First, what is a payment processing service? It is a service that processes incoming payments, through which you will be able to make sales and accept secure online payments. You see a list of different online payment options on our blog and decide which one is right for you, as well as our rundown of the myths centering around collecting donations online through payment processors.
In other words, it is the connection or the technical “gateway” between a website (your Amilia store) and the financial institutions that manage the various means of payment. This payment processing service allows you to receive monetary payments made online.
In this article you will learn more about how the payment process and how payment processors work for payments made by credit card or electronic check (Direct Debit).
To help you have a better understanding, we have prepared a scenario:
After the holidays, John decides that it’s time to get back in shape and register for a sports class. Following his research, he comes across an Amilia online store and he decides to sign up for a fitness class. He completes the registration form and checks out using his credit card.
For the moment, everything seems quite simple. The payment of the customer has been accepted and the invoice and the receipt are added to his account. However, for the payment to be accepted there are several stages the transaction must go through before the payment is complete.
Processing a Credit Card (Visa or MasterCard) Payment
Step 1: The customer pays with their credit card.
Step 2: Payment is Authenticated – The merchant’s system (Amilia) captures the information associated with the customer’s account and sends it securely to the acquirer.*
Step 3: The transaction is submitted — the acquirer asks Visa or MasterCard to obtain authorization from the consumer’s issuing bank, for example Citigroup or RBC.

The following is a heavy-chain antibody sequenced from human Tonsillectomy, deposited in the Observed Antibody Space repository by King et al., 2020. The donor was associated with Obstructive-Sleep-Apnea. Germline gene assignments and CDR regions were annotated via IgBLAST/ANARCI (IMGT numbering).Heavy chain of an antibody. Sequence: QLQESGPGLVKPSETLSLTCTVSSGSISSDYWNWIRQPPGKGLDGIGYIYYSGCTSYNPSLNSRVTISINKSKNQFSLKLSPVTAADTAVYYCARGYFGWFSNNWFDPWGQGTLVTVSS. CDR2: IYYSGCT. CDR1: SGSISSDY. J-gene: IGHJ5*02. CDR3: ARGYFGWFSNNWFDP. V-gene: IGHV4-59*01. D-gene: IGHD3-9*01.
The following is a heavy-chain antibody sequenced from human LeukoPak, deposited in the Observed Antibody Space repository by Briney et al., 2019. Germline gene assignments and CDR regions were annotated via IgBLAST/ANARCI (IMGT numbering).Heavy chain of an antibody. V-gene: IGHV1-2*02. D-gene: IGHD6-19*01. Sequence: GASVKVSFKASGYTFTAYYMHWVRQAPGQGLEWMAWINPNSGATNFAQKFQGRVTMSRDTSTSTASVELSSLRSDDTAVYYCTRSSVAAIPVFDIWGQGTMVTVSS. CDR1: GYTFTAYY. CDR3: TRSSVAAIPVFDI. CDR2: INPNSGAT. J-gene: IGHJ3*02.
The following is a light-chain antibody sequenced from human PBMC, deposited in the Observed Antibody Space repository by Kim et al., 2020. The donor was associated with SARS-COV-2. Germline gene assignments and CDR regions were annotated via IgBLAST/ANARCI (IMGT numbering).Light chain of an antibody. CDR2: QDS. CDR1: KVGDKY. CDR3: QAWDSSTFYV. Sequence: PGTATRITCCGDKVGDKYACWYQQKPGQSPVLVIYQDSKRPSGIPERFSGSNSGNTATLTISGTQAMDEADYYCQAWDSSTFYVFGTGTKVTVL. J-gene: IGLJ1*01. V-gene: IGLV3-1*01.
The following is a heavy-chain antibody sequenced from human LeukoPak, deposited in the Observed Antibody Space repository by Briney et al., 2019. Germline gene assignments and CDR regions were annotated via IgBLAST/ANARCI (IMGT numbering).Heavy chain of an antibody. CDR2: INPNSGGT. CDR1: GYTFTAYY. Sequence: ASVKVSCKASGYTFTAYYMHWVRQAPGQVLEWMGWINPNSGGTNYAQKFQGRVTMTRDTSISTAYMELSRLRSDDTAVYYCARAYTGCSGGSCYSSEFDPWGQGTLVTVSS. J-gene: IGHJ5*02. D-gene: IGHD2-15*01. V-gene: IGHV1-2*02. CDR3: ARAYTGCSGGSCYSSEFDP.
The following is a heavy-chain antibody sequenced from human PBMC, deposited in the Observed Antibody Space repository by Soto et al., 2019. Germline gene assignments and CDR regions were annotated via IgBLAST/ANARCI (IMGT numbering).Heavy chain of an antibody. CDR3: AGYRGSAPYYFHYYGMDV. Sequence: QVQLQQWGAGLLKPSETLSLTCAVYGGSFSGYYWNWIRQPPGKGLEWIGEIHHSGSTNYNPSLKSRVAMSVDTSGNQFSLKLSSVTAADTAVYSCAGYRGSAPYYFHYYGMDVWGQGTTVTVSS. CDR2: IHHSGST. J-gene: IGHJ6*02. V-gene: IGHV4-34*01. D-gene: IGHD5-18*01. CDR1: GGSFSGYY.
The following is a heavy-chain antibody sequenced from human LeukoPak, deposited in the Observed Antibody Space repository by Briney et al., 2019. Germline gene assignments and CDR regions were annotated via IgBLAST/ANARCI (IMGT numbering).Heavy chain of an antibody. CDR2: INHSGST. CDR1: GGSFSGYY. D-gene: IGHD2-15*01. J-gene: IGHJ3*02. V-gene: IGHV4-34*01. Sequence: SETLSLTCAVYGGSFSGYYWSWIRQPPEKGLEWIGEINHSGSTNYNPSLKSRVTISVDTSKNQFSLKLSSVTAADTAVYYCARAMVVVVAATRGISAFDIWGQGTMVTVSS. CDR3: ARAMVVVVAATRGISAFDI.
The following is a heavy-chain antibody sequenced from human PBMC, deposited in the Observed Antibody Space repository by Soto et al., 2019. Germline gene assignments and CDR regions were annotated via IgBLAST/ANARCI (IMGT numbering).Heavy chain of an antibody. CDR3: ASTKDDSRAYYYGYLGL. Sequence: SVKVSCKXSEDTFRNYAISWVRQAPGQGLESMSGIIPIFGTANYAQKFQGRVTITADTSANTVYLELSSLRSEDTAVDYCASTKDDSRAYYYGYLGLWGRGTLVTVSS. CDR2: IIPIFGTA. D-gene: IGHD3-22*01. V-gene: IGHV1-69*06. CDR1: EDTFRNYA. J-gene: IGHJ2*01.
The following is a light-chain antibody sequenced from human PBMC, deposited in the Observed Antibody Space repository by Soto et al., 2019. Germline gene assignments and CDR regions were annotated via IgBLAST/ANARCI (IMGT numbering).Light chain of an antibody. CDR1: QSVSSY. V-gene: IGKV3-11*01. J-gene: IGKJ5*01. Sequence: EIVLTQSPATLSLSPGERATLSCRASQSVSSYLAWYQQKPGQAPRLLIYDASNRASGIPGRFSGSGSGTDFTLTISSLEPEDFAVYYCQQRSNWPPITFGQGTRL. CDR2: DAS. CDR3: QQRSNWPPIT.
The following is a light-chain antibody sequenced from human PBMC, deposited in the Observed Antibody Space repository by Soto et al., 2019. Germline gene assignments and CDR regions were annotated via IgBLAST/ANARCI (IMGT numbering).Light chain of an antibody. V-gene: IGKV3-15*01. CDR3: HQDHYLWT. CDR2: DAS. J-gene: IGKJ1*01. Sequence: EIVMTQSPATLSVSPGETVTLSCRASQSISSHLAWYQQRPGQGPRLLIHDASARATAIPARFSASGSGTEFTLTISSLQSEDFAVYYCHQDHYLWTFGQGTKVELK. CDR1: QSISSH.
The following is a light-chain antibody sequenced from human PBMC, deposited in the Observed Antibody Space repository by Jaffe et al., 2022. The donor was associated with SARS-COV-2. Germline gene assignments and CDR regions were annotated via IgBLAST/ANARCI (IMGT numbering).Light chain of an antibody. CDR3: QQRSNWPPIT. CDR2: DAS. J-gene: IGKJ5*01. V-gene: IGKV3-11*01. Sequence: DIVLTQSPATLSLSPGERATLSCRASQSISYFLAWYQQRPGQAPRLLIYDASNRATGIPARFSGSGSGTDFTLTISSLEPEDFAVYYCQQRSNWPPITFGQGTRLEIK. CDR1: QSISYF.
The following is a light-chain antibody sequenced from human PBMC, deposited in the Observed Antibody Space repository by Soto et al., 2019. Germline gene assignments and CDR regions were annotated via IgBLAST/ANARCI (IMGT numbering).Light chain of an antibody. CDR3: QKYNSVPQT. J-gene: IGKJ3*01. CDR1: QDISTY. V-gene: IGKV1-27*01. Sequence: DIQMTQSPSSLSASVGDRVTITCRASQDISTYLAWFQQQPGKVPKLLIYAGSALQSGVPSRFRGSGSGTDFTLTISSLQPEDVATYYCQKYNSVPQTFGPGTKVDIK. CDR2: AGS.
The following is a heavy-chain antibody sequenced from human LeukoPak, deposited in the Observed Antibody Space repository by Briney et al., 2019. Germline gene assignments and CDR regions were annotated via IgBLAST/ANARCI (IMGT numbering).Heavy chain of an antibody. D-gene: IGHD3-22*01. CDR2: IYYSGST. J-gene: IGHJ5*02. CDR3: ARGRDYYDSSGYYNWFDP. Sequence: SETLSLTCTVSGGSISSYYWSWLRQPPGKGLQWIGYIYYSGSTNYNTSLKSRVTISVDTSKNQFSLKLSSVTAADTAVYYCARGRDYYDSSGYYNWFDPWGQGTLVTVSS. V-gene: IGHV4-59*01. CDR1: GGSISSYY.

Step 4: The authorization request is made — the card system submits the transaction to the issuer** for authorization.
Step 5: Authorization is Received — the issuing bank authorizes the transaction and forwards the response to the merchant.
Step 6: The issuing bank sends the payment to the merchant’s bank, who deposits the payment into the merchant’s account.
Note that all these steps are done in a fraction of a second, so when paying with a credit card you have the payment acceptance in an instant.
Now back to John and our scenario… John liked his fitness class and decided to join another; however, he decided to finalize this registration by paying with an electronic check (e-check).
If you accept payment by e-check, you have probably noticed it can take a few days before the payment is officially accepted. Here are the steps an e-check must go through before being deposited to the account.
Processing an E-check (Direct Debit) Payment
Step 1: The customer pays with an e-check.
Step 2: The payment is authenticated by the payment processing system, e.g. Paysafe, however no authorization is done in real time.
Step 3: The payment is processed by the financial institution of the acquirer.*
Step 4: The bank checks if there are funds available. The waiting time may vary depending on the bank, it can take up to 10 business days.
Step 5: Once the payment is accepted by the bank in question, the electronic check goes through each step again to finally be deposited into the account.
Note that the processing of an electronic check can take up to 10 business days.
This article aims to clearly explain the different steps that the money from your payments must go through before arriving in your account. We are aware that when it comes to money the subject is more sensitive; however, knowing all the steps involved in this process, is essential to ensuring better security and more confidence.
Interested in finding out how Amlia can help you simplify your day-to-day?
*What is an acquirer? It is a financial institution certified by MasterCard and Visa that helps merchants accept credit card and electronic check payments online. For example, People's Trust, Merrick, Moneris.
**What is an issuer? It is a bank, a credit union, a loan and savings association, a government entity or a retailer that offers a line of credit or a debit card to a customer or a business. For example, RBC, TD and Scotiabank.